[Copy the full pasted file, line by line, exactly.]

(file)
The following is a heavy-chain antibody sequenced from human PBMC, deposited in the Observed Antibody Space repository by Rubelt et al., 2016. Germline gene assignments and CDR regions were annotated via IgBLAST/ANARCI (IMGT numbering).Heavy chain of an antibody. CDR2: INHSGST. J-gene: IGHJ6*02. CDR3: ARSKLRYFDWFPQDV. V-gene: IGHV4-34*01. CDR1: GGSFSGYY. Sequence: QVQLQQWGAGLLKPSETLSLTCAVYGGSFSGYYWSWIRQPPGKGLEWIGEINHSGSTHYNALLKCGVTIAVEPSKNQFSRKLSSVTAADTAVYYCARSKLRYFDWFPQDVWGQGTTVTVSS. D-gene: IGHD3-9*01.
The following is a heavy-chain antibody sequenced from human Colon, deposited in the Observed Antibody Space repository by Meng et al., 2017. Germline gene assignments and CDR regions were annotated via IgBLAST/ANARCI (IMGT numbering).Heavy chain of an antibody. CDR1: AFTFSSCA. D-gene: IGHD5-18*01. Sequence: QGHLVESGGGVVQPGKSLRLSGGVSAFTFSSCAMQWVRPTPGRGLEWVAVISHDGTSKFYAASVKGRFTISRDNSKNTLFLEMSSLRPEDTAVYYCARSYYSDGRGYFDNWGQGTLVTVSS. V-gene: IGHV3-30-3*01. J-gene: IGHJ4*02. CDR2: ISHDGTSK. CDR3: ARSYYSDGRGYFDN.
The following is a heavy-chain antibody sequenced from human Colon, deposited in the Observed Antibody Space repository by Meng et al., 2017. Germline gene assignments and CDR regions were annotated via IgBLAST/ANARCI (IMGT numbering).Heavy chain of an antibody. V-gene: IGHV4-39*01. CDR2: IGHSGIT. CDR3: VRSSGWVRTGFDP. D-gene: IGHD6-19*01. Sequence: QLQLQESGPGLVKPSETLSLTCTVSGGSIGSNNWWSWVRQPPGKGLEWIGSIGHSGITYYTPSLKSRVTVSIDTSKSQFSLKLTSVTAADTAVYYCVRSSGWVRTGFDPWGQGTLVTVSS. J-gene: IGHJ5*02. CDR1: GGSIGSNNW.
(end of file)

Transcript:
The following is a heavy-chain antibody sequenced from human PBMC, deposited in the Observed Antibody Space repository by Rubelt et al., 2016. Germline gene assignments and CDR regions were annotated via IgBLAST/ANARCI (IMGT numbering).Heavy chain of an antibody. CDR2: INHSGST. J-gene: IGHJ6*02. CDR3: ARSKLRYFDWFPQDV. V-gene: IGHV4-34*01. CDR1: GGSFSGYY. Sequence: QVQLQQWGAGLLKPSETLSLTCAVYGGSFSGYYWSWIRQPPGKGLEWIGEINHSGSTHYNALLKCGVTIAVEPSKNQFSRKLSSVTAADTAVYYCARSKLRYFDWFPQDVWGQGTTVTVSS. D-gene: IGHD3-9*01.
The following is a heavy-chain antibody sequenced from human Colon, deposited in the Observed Antibody Space repository by Meng et al., 2017. Germline gene assignments and CDR regions were annotated via IgBLAST/ANARCI (IMGT numbering).Heavy chain of an antibody. CDR1: AFTFSSCA. D-gene: IGHD5-18*01. Sequence: QGHLVESGGGVVQPGKSLRLSGGVSAFTFSSCAMQWVRPTPGRGLEWVAVISHDGTSKFYAASVKGRFTISRDNSKNTLFLEMSSLRPEDTAVYYCARSYYSDGRGYFDNWGQGTLVTVSS. V-gene: IGHV3-30-3*01. J-gene: IGHJ4*02. CDR2: ISHDGTSK. CDR3: ARSYYSDGRGYFDN.
The following is a heavy-chain antibody sequenced from human Colon, deposited in the Observed Antibody Space repository by Meng et al., 2017. Germline gene assignments and CDR regions were annotated via IgBLAST/ANARCI (IMGT numbering).Heavy chain of an antibody. V-gene: IGHV4-39*01. CDR2: IGHSGIT. CDR3: VRSSGWVRTGFDP. D-gene: IGHD6-19*01. Sequence: QLQLQESGPGLVKPSETLSLTCTVSGGSIGSNNWWSWVRQPPGKGLEWIGSIGHSGITYYTPSLKSRVTVSIDTSKSQFSLKLTSVTAADTAVYYCVRSSGWVRTGFDPWGQGTLVTVSS. J-gene: IGHJ5*02. CDR1: GGSIGSNNW.